Mexico's authorities announced this week that they have indicted almost all the members of the network behind drug lord Joaquín "El Chapo" Guzmán's spectacular escape from maximum-security jail in July.
Chapo, however, remains at large, with the embarrassment of his flight now compounded by reports of abuses in a recent operation that narrowly missed recapturing him in the mountain bastion of his Sinaloa cartel.
"Guzmán escaped prison, but neither he nor those who helped him will escape justice," Attorney General Arely Gómez said on Wednesday after announcing the indictment of six people she said had been key to his flight on July 11.
The six, who she did not name for legal reasons, include one of the fugitive's lawyers and one of his chief tunnel builders, as well as his brother-in-law and favorite pilot.
Gómez said that the lawyer headed the operation that culminated with Chapo slipping into a hole beneath the shower area of his own cell and only returning to the surface again about a mile away. She said the lawyer used his frequent visits to the Altiplano jail, where Guzmán had been held since his arrest in February 2014, to provide updates of advances of the tunnel escape plan and receive instructions.
The attorney general said the defendants also include the man who directed the construction of the sophisticated tunnel that was high enough for the notoriously short kingpin to stand in, as well as equipped with ventilation and electricity. Gómez said he was known to have overseen similar tunnels built to move drugs under the border with the United States.
Chapo's brother-in-law, meanwhile, is alleged to have helped organize the capo's transportation from the mouth of the tunnel to the city of Querétaro 124 miles away from the jail. He also allegedly arranged for Chapo to be flown in a light aircraft from there to the so-called Golden Triangle — a mountainous area that spans the states of Chihuahua, Durango, and his native Sinaloa than has long been a largely impenetrable bastion for his organization.
Gómez said the kingpin's pilot for the journey had also been indicted. She described him as "historic," suggesting he had been flying Chapo around for years.
Wednesday's arrests take the number of people currently charged with crimes related to Chapo's escape to 29. They include the former warden of the Altiplano prison as well as the coordinator of federal prisons who allegedly ordered and authorized unnecessary construction work in an effort to smother the noise being made by Chapo's tunnelers.
"This included waterproofing the roof of escapee's cell block in the middle of the rainy season as well as changing tiles," Gustavo Salas, the chief prosecutor for organized crime, told Radio Fórmula on Thursday. "These cosmetic projects generated banging and hammering intended to cover up the noise coming from underground."
The drive to put those who allegedly planned and executed the escape behind bars coincides with a major operation in the Golden Triangle that got close to bringing in Guzmán as well.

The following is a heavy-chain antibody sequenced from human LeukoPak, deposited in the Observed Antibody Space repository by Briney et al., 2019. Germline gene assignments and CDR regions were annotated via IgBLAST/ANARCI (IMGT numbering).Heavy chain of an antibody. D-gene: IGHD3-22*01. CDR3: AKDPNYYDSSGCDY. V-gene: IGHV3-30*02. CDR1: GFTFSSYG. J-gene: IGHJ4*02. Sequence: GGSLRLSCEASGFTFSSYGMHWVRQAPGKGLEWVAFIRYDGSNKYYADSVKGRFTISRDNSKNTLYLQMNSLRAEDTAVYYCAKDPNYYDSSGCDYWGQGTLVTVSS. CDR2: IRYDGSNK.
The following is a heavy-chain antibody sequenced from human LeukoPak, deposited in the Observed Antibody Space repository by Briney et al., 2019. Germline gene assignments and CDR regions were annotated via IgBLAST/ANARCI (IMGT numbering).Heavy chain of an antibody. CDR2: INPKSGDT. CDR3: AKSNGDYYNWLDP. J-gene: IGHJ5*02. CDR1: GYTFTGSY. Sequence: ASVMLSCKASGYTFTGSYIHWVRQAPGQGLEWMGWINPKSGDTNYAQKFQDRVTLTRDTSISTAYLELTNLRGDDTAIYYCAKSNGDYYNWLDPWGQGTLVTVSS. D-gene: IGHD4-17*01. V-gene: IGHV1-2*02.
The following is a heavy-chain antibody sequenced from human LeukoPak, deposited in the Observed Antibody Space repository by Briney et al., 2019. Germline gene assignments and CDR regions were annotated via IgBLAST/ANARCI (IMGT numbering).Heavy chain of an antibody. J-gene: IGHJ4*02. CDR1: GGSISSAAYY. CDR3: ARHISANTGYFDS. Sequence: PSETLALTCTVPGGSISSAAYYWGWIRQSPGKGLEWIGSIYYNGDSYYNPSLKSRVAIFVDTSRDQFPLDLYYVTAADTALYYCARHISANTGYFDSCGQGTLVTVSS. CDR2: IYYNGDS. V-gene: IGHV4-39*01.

Last Friday the Mexican authorities confirmed press reports that special navy forces had caught up with Guzmán near the town of Tamazula in Durango earlier this month. A statement said the kingpin managed to get away, suffering injuries to a leg and his face during his flight. The statement also confirmed the participation of "international agencies," widely assumed to mean the US Drug Enforcement Administration.
The fact that the operation got so close to Guzmán within his strongest bastion — in which the rugged terrain makes access by air difficult and a surprise approach by land impossible, and where the local population has long protected him — belies those who believed the hunt for the drug lord had almost not chance of success.
"The campaign to recapture Chapo seems to be going in the right direction," security expert Alejandro Hope wrote in Mexican daily El Universal. But the expert added that every fluffed opportunity could put the pursuit back months as security around the capo tightened, including more care with communications. Intercepted calls reportedly lead to his location this time. "He is no easy prey," Hope said.
At the same time the operation to track down Chapo in the mountains also triggered an exodus of hundreds of villagers from the area who, when they got to larger towns, began telling reporters that they decided to flee when helicopters opened fire on their homes. One home in the remote community of El Verano was reportedly left with 33 bullet holes in its roof and walls after the operation.
The allegations of excessive force prompted the navy ministry to release a statement insisting that "in every operation carried out by navy personnel human rights are strictly respected."
Some observers nevertheless see evidence of a deliberate strategy aimed at pressuring villagers to leave the area in an effort to isolate Chapo. The local population has long acted as a kind of shield for Chapo and other Sinaloa cartel drug traffickers either because they see them as local heroes, or because they are frightened of what could happen to them if they are suspected of betrayal.
"Nobody is going to betray Chapo up there and the government knows it," veteran cartel watcher Ismael Bojórquez wrote in Río Doce, the investigative weekly he runs in Sinaloa. "This is bad for a government that is already so damaged in terms of human rights. It is worse for the population that is suffering the results of the government's frustration."
Meanwhile, Mexican media reported on Thursday that a judge has granted the drug lord a provisional injunction against extradition if he is recaptured. Ever since Chapo escaped one of his lawyers, Juan Pablo Badillo, has bombarded the courts with petitions to rule out possible extradition on the grounds that his client would never receive a fair trial if extradited to the US.
Follow Jo Tuckman on Twitter: @jotuckman